Today my heart writes in celebration of Dahlia and Charles, two of my dearests, who both go goo-goo over pickleball and have come face to face with cancer.
One of them greeted cancer a few years ago and moved through it with chemotherapy. He’s glowing on the other side, as alive and well as ever. And tomorrow is his birthday. The other was recently diagnosed with thyroid cancer and goes in for surgery tomorrow.
Big day ahead. My pen brought me here because I wish for all humans to be loved the way I feel loved by these two.
Cue the 1993 country song, I wanna be loved like that by Shenandoah. I wailed that thing a thousand times in my college dorm room.
My life is inexplicably enhanced by the love of Charles. I wish everyone on Earth felt enough self worth to have a coach like him. I have written about this many times. He knows I am endlessly grateful.
Dahlia's been a close friend for almost half of my life, and two weeks ago she called to tell me she had thyroid cancer. Brave and humbled, she asked for my support since I am thriving on the other side of a massive brain tumor. There was no time between her ask and my “yes” —
Showing up for people with life threatening illness is a huge passion for me. Why?
Because with what I’ve been through, the empathy in me is twelve oceans deep. And because cancer wants to be loved, not demonized. What we fight, persists. What we love, heals. Healing occurs when we greet our body’s impeccable communication with Love — not hatred. We can only express hate for others, including “dis-ease”, in moments when we don’t love ourselves.
And I wholeheartedly love me. That’s the job I was given! If you are radically loved by many people, it is because you are radically loved by yourself. And the more you allow yourself to be loved, the greater your capacity is to love others.
Showing up for Dahlia has been a head-shakingly gorgeous experience. She receives me. She respects me. She listens to me. She responds to the thoughts that resonate with her, with effusive thanks.
That is Love.
That is me being well used.
That feels like Home -- a place where I want to invest my attention, breath and soul.
Loving each other is medicine. Plus it’s a mighty delight to watch her eyeballs zoink back and forth as she Marco Polos me courtside three days before surgery, watching her boyfriend play pickleball.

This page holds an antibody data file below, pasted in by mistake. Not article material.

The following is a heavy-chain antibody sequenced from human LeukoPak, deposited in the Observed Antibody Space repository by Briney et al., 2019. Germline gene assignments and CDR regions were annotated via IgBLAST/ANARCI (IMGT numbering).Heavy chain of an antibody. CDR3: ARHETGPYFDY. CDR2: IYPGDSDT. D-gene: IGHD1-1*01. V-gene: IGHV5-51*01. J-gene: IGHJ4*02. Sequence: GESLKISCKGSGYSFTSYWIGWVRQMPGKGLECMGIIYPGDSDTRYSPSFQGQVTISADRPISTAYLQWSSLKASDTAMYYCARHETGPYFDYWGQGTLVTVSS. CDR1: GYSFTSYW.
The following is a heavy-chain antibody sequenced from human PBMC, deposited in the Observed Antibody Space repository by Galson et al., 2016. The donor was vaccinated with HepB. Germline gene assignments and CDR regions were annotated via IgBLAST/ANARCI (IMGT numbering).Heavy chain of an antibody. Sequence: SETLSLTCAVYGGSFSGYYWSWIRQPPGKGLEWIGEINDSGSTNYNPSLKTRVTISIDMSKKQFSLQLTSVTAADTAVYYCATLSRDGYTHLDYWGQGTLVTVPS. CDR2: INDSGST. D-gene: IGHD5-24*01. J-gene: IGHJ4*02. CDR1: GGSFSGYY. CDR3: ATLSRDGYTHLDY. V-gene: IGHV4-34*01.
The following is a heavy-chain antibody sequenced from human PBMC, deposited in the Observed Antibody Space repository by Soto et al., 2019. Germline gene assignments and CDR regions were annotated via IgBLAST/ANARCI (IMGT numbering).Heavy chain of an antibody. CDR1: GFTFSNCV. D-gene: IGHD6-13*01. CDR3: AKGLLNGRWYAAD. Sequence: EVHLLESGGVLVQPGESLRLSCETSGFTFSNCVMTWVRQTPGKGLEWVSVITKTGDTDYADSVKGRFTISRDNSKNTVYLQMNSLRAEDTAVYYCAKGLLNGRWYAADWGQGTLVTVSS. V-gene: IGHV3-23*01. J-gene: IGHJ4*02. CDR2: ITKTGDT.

Cancer? Brain tumors? Buddha laughs for a reason. When we are afraid, we are being invited to widen our wings of trust. God’s got you, Dahlia. Love’s got you. You will be held through the night, held in the hospital waiting room, held on that surgical table.
It’s medicine. It’s who we are. It’s always available and it’s always free.
What I didn’t know when I wailed Love songs as a college student, was that the deepest part of me was always singing Love songs to God. That lesson struck during superfierce times in 2021, when I sang to recover from brain surgery followed by 92 days of horrific sciatic nerve pain including a severe muscle spasm that resisted heavy opiates and lasted nine hours.
The human experience. Joy and pain. By the way, who came up with a word as fantastic as pickleball?
Singing with the divine in mind is one of the greatest forms of medicine, too. Added bonus? It’s been scientifically shown to slow down the aging process by regenerating telomeres. If you’re greeting cancer or another form of severe dis-ease, I highly recommend it.
Here are a few tracks to sing ‘medicinally’ to the divine, however you see and name it. You can also imagine it’s God singing Love songs to you. Bonus points for being human hotsauce and singing Love songs while you play pickleball. I just might start callin' you Hot Picklesauce.
Just the Way You Are, Billy Joel
Baby, Come to Me, Patti Austin and James Ingram
Longer, Dan Fogelberg